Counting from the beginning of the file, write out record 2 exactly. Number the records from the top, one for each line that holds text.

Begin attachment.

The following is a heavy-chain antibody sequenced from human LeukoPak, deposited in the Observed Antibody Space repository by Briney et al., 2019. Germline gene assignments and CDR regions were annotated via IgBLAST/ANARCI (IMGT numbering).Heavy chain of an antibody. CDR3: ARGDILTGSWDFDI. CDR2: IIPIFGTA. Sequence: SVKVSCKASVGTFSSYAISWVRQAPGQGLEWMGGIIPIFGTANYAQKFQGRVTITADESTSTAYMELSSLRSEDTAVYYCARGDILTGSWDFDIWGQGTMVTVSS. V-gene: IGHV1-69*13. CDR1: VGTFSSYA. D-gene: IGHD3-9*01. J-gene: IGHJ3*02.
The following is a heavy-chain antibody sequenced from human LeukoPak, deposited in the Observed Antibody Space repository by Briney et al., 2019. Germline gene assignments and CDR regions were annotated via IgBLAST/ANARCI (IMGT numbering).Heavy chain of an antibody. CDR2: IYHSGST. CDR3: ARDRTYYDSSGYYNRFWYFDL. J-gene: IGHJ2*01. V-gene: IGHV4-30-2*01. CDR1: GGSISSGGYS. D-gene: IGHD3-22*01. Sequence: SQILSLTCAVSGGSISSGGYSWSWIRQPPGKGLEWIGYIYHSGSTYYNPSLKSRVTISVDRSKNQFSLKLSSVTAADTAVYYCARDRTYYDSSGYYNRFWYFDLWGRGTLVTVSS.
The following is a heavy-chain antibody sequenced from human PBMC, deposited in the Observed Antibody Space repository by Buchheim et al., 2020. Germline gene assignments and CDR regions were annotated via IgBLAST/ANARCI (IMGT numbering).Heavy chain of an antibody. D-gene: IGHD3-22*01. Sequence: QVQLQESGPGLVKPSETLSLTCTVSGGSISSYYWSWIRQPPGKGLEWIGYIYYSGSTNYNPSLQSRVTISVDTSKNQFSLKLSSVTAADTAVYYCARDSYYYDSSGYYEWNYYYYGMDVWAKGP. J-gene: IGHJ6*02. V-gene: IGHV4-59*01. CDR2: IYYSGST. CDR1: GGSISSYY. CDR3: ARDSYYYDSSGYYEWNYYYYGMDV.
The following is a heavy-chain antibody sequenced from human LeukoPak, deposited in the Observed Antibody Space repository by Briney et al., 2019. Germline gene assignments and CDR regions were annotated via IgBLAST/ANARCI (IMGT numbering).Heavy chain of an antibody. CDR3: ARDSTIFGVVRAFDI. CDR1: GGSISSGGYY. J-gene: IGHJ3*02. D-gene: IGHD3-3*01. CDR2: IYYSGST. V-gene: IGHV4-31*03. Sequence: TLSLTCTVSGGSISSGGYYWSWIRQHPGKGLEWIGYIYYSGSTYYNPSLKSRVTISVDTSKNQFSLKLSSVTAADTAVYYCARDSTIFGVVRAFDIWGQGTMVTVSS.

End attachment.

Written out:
The following is a heavy-chain antibody sequenced from human LeukoPak, deposited in the Observed Antibody Space repository by Briney et al., 2019. Germline gene assignments and CDR regions were annotated via IgBLAST/ANARCI (IMGT numbering).Heavy chain of an antibody. CDR2: IYHSGST. CDR3: ARDRTYYDSSGYYNRFWYFDL. J-gene: IGHJ2*01. V-gene: IGHV4-30-2*01. CDR1: GGSISSGGYS. D-gene: IGHD3-22*01. Sequence: SQILSLTCAVSGGSISSGGYSWSWIRQPPGKGLEWIGYIYHSGSTYYNPSLKSRVTISVDRSKNQFSLKLSSVTAADTAVYYCARDRTYYDSSGYYNRFWYFDLWGRGTLVTVSS.